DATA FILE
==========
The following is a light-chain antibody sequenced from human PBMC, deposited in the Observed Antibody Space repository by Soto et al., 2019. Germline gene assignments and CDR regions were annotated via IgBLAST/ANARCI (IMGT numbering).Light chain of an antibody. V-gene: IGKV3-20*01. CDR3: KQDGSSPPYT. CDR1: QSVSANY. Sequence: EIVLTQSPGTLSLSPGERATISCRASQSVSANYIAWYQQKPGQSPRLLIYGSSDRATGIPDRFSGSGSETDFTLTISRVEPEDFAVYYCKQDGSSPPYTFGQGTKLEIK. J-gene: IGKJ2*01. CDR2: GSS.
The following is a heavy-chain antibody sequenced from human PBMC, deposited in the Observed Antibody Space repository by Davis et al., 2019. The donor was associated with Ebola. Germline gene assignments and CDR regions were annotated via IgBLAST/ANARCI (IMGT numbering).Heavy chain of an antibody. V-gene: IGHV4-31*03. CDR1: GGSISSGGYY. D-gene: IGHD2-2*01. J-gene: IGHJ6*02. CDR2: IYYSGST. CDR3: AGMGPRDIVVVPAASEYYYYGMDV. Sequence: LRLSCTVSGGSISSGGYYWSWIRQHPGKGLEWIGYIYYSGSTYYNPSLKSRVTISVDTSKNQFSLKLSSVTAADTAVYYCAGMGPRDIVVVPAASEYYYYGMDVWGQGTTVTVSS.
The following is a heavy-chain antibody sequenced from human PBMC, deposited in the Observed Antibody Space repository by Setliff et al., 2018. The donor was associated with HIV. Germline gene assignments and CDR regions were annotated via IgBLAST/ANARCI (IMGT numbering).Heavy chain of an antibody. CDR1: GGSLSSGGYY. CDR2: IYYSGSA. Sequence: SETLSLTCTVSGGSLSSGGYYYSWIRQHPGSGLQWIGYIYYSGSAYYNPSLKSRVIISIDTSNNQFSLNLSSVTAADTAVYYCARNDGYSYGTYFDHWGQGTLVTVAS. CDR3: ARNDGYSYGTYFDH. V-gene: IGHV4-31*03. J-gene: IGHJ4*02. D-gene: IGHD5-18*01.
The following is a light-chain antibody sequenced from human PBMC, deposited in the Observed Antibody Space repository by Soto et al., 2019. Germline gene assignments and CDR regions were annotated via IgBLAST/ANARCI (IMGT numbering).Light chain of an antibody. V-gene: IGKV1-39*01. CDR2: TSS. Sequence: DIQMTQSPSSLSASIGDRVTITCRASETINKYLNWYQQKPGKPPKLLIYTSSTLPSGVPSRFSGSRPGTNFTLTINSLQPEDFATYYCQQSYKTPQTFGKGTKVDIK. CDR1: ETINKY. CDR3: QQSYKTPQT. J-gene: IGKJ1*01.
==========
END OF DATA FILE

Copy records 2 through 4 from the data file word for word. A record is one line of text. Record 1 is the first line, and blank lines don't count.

The following is a heavy-chain antibody sequenced from human PBMC, deposited in the Observed Antibody Space repository by Davis et al., 2019. The donor was associated with Ebola. Germline gene assignments and CDR regions were annotated via IgBLAST/ANARCI (IMGT numbering).Heavy chain of an antibody. V-gene: IGHV4-31*03. CDR1: GGSISSGGYY. D-gene: IGHD2-2*01. J-gene: IGHJ6*02. CDR2: IYYSGST. CDR3: AGMGPRDIVVVPAASEYYYYGMDV. Sequence: LRLSCTVSGGSISSGGYYWSWIRQHPGKGLEWIGYIYYSGSTYYNPSLKSRVTISVDTSKNQFSLKLSSVTAADTAVYYCAGMGPRDIVVVPAASEYYYYGMDVWGQGTTVTVSS.
The following is a heavy-chain antibody sequenced from human PBMC, deposited in the Observed Antibody Space repository by Setliff et al., 2018. The donor was associated with HIV. Germline gene assignments and CDR regions were annotated via IgBLAST/ANARCI (IMGT numbering).Heavy chain of an antibody. CDR1: GGSLSSGGYY. CDR2: IYYSGSA. Sequence: SETLSLTCTVSGGSLSSGGYYYSWIRQHPGSGLQWIGYIYYSGSAYYNPSLKSRVIISIDTSNNQFSLNLSSVTAADTAVYYCARNDGYSYGTYFDHWGQGTLVTVAS. CDR3: ARNDGYSYGTYFDH. V-gene: IGHV4-31*03. J-gene: IGHJ4*02. D-gene: IGHD5-18*01.
The following is a light-chain antibody sequenced from human PBMC, deposited in the Observed Antibody Space repository by Soto et al., 2019. Germline gene assignments and CDR regions were annotated via IgBLAST/ANARCI (IMGT numbering).Light chain of an antibody. V-gene: IGKV1-39*01. CDR2: TSS. Sequence: DIQMTQSPSSLSASIGDRVTITCRASETINKYLNWYQQKPGKPPKLLIYTSSTLPSGVPSRFSGSRPGTNFTLTINSLQPEDFATYYCQQSYKTPQTFGKGTKVDIK. CDR1: ETINKY. CDR3: QQSYKTPQT. J-gene: IGKJ1*01.